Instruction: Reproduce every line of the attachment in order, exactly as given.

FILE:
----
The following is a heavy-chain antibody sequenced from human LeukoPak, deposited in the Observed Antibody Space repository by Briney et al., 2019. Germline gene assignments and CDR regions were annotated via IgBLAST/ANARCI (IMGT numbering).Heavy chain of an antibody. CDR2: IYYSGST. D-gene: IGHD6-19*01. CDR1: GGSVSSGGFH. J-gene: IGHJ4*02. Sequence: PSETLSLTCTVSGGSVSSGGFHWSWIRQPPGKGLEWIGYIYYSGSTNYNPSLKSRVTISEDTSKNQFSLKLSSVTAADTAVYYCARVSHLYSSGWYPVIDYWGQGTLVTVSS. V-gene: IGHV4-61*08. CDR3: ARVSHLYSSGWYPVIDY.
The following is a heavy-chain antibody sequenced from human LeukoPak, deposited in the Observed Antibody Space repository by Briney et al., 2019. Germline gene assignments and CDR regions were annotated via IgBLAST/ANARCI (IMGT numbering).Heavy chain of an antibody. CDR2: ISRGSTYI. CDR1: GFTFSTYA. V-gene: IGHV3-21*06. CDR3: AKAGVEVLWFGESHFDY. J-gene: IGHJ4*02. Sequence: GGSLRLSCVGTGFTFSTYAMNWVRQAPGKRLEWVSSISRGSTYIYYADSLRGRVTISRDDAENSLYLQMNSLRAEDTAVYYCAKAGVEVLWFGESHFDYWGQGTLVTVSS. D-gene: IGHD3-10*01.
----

The following is a heavy-chain antibody sequenced from human LeukoPak, deposited in the Observed Antibody Space repository by Briney et al., 2019. Germline gene assignments and CDR regions were annotated via IgBLAST/ANARCI (IMGT numbering).Heavy chain of an antibody. CDR2: IYYSGST. D-gene: IGHD6-19*01. CDR1: GGSVSSGGFH. J-gene: IGHJ4*02. Sequence: PSETLSLTCTVSGGSVSSGGFHWSWIRQPPGKGLEWIGYIYYSGSTNYNPSLKSRVTISEDTSKNQFSLKLSSVTAADTAVYYCARVSHLYSSGWYPVIDYWGQGTLVTVSS. V-gene: IGHV4-61*08. CDR3: ARVSHLYSSGWYPVIDY.
The following is a heavy-chain antibody sequenced from human LeukoPak, deposited in the Observed Antibody Space repository by Briney et al., 2019. Germline gene assignments and CDR regions were annotated via IgBLAST/ANARCI (IMGT numbering).Heavy chain of an antibody. CDR2: ISRGSTYI. CDR1: GFTFSTYA. V-gene: IGHV3-21*06. CDR3: AKAGVEVLWFGESHFDY. J-gene: IGHJ4*02. Sequence: GGSLRLSCVGTGFTFSTYAMNWVRQAPGKRLEWVSSISRGSTYIYYADSLRGRVTISRDDAENSLYLQMNSLRAEDTAVYYCAKAGVEVLWFGESHFDYWGQGTLVTVSS. D-gene: IGHD3-10*01.